The Galileo legend is of a spiteful, outdated Church. The reality is more complex

The trial of Galileo

On Trial for Reason
By Maurice A Finocchiaro
OUP, 289pp, £25/$32.95

June 22, 1633, was not the happiest of days for Galileo Galilei, though it might have been a good deal worse. His musings on the workings of the cosmos brought down the charge of “vehement suspicion of heresy” on his head. But the Inquisition did not accuse him of what the canon lawyers referred to as “formal heresy”. It was an important distinction.

The “formal” heretic was perceived as repeatedly, malevolently spreading noxious beliefs; the “suspected” heretic was the chap who made offensive statements once in a while but didn’t really want to bring Christendom to its knees.

Still, the consequences for Galileo were onerous enough. He was obliged to say that he renounced the opinions “rightly” attributed to him. He would spend the remainder of his life under house arrest. Perhaps most importantly, the book which had landed him in so much trouble, the Dialogue of the Two Chief World Systems (1632), was banned. The Church had put its foot down.

Galileo had been warned, back in the 1610s, to avoid overly zealous approval of Copernican ideas. They could be deployed as an abstract hypothesis – helping to account for and calculate the movements of heavenly bodies – but Galileo seemed to have grown increasingly certain that heliocentric theories reflected a physical reality. Worse still, his writings were seen (rightly or wrongly) as undermining the notion that Scripture was always a reliable authority when it came to grasping the workings of the natural world.

And so a legend was born: the spiteful, obscurantist Church trampling on the plucky Paduan; faith joining battle against science. But it was not, as Marco Finocchiaro’s spirited book reminds us, quite that straightforward. Take Galileo’s intellectual trajectory, for example. He was clearly attracted by Copernican ideas from early in his career but, rather against character, he proceeded with a good deal of caution.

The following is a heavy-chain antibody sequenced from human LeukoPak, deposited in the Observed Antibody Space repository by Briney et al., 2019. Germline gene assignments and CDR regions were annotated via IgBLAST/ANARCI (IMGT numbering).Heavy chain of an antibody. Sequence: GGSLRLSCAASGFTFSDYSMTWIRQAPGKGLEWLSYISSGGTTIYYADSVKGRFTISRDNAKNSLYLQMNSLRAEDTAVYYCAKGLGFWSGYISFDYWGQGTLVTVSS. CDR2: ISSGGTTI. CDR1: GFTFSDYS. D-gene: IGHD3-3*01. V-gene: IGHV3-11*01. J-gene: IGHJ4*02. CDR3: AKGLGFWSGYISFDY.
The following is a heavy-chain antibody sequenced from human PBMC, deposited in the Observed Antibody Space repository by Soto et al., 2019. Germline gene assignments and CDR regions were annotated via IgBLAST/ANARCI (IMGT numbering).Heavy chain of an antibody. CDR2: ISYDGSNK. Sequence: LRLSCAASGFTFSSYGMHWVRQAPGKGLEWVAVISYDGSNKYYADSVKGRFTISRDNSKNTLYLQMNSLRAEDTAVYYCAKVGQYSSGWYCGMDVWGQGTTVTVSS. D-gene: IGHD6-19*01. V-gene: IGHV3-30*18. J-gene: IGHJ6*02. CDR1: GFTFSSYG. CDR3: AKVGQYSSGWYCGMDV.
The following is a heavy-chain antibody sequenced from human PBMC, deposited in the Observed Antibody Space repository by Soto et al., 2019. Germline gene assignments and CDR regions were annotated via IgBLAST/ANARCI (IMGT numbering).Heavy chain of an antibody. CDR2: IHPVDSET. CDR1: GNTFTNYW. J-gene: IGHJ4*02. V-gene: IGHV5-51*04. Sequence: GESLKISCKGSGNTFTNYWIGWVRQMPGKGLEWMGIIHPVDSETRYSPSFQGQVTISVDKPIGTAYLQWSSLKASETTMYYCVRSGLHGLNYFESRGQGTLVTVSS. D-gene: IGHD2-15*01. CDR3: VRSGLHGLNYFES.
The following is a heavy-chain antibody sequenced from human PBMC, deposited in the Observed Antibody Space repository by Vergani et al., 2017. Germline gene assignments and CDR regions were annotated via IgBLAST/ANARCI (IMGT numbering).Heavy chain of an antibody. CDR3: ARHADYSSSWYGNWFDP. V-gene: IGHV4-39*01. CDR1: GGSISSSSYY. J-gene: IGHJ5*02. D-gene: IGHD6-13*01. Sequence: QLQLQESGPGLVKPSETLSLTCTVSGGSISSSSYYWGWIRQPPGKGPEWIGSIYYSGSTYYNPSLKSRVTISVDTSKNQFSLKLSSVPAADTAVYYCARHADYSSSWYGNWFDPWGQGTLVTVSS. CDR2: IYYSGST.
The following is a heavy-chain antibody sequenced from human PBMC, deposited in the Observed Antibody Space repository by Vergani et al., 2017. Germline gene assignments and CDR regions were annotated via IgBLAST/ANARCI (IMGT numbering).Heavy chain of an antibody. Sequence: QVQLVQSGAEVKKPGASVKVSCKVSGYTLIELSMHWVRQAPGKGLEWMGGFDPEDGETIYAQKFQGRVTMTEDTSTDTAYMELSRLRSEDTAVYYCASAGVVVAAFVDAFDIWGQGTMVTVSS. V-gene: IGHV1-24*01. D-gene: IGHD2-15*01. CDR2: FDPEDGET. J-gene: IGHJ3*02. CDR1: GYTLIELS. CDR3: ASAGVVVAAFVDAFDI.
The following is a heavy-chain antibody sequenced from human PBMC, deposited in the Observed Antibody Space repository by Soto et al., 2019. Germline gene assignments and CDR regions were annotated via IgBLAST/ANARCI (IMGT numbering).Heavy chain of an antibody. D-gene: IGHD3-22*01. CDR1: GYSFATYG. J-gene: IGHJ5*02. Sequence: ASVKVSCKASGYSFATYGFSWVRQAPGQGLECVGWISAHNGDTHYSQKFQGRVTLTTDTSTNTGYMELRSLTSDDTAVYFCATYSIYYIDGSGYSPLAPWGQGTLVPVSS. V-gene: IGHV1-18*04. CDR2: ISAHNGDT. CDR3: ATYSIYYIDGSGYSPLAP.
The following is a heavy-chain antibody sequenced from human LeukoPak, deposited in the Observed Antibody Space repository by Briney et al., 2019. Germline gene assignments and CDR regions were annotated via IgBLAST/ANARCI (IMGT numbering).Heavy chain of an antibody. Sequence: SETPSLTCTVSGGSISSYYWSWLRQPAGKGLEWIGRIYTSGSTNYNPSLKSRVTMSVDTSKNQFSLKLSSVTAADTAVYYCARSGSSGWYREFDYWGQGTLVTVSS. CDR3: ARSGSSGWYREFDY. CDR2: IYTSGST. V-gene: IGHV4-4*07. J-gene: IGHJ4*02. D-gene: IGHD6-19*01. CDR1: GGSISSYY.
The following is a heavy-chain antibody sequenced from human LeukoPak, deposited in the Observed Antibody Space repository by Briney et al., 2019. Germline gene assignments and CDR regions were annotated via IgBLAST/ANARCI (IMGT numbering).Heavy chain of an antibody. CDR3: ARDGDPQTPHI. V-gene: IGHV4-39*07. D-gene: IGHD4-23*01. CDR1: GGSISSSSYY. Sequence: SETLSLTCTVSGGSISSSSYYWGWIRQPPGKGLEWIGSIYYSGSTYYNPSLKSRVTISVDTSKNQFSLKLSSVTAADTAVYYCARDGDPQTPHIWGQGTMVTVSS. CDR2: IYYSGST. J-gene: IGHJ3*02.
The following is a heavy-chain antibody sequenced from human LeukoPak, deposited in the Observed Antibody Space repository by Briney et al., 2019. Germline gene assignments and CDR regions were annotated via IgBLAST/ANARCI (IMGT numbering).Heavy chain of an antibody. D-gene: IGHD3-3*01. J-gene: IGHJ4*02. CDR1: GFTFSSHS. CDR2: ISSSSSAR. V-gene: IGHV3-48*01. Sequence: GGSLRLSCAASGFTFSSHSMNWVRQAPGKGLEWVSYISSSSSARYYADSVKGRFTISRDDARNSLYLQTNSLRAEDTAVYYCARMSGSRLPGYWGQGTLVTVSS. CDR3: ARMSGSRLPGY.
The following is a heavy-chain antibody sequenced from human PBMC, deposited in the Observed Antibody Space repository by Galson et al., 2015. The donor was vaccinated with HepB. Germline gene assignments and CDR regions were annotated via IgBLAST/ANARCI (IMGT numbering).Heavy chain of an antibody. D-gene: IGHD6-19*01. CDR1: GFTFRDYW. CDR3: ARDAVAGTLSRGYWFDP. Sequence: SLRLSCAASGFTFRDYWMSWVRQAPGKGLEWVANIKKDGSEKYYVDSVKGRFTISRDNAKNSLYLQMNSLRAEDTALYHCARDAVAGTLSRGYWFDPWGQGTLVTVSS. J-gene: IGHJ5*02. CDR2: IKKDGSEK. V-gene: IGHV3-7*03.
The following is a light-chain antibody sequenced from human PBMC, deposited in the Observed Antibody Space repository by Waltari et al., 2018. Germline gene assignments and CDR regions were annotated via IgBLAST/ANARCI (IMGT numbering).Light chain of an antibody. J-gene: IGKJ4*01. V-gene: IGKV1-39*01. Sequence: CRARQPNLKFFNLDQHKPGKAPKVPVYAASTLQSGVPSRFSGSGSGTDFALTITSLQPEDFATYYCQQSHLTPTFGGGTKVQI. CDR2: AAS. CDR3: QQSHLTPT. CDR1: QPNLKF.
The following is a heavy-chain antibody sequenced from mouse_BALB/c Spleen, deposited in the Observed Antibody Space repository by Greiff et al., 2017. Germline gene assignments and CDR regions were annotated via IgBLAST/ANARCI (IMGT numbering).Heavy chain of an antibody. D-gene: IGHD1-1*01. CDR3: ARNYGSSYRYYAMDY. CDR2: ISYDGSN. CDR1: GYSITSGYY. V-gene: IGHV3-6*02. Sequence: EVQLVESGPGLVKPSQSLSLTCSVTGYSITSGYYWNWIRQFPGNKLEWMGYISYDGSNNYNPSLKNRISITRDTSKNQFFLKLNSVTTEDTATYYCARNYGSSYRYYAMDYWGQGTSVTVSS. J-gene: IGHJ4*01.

Even the fateful 1632 book looked at arguments on both sides of the debate – though only a dimwit could have doubted that, by this time, Galileo was utterly convinced that heliocentrism was the most probable theory – “true” to all intents and purposes.

Nor should we imagine that Galileo’s opponents were intellectual simpletons clinging to outmoded nostrums. The earth revolves on its axis and orbits the sun, you say? Very well, prove it, came the reply. Galileo couldn’t and no one would be able to do so for a century and more: the proofs offered by annual stellar parallax or the genius of Léon Foucault’s pendulum would have to wait.

Some even now would readily admit that Galileo was right, but they’d suggest that the specifics of his methodology left a lot to be desired. At the very least, any assertion that the scales should inevitably have fallen from the eyes of anyone with an ounce of nous in 1633 is a little unfair.

Finocchiaro also helps us to understand why the whole Galileo affair got out of hand. Galileo had no overwhelming desire to court theological controversy. He was, of course, crystal clear on the primary role of observation in solving the universe’s riddles, and if some biblical text or other posed a problem then it would have to be re-examined. But, in the end, this only suggested that human interpretation of Scripture (especially of the literal variety) could be wide of the mark. It did not, in and of itself, represent a frontal assault against the truth claims of the Bible. Even Augustine had argued that when natural scientists came up with a theory that looked highly probable, then it was time for theologians to look afresh at any hermeneutical flies in the ointment.

The issues at stake were momentous, but why did it all become so nasty? Well, Catholic setbacks in the Thirty Years War had put Rome in a grumpy, defensive mood and the papacy was also keen to bring Tuscany (the home of so many participants in the controversy) down a peg or two.

Everyone knew that the cosmos had changed: telescopes had revealed sunspots, a pockmarked lunar surface and satellites whizzing around Jupiter. So images of a perfect, flawless, unchanging universe beyond the earth would have to be ditched. That, in the end, was all Galileo ever suggested, and it’s a shame that the turbulent dynastic and ecclesiastical politics of the 1630s fanned the flames of a squabble that might have been handled a little more delicately.

Copernicus had better timing than Galileo. When the first copies of his groundbreaking 1540s treatise arrived from the printer he was already on his deathbed. He dodged the backlash.

Not so Galileo: he was a combative, litigious man (try stealing one of his ideas) with a bad habit of insulting his enemies. But he made a decent point in the midst of his tribulations: “We must not desire that nature should accommodate herself to what seems better arranged and ordered to us.”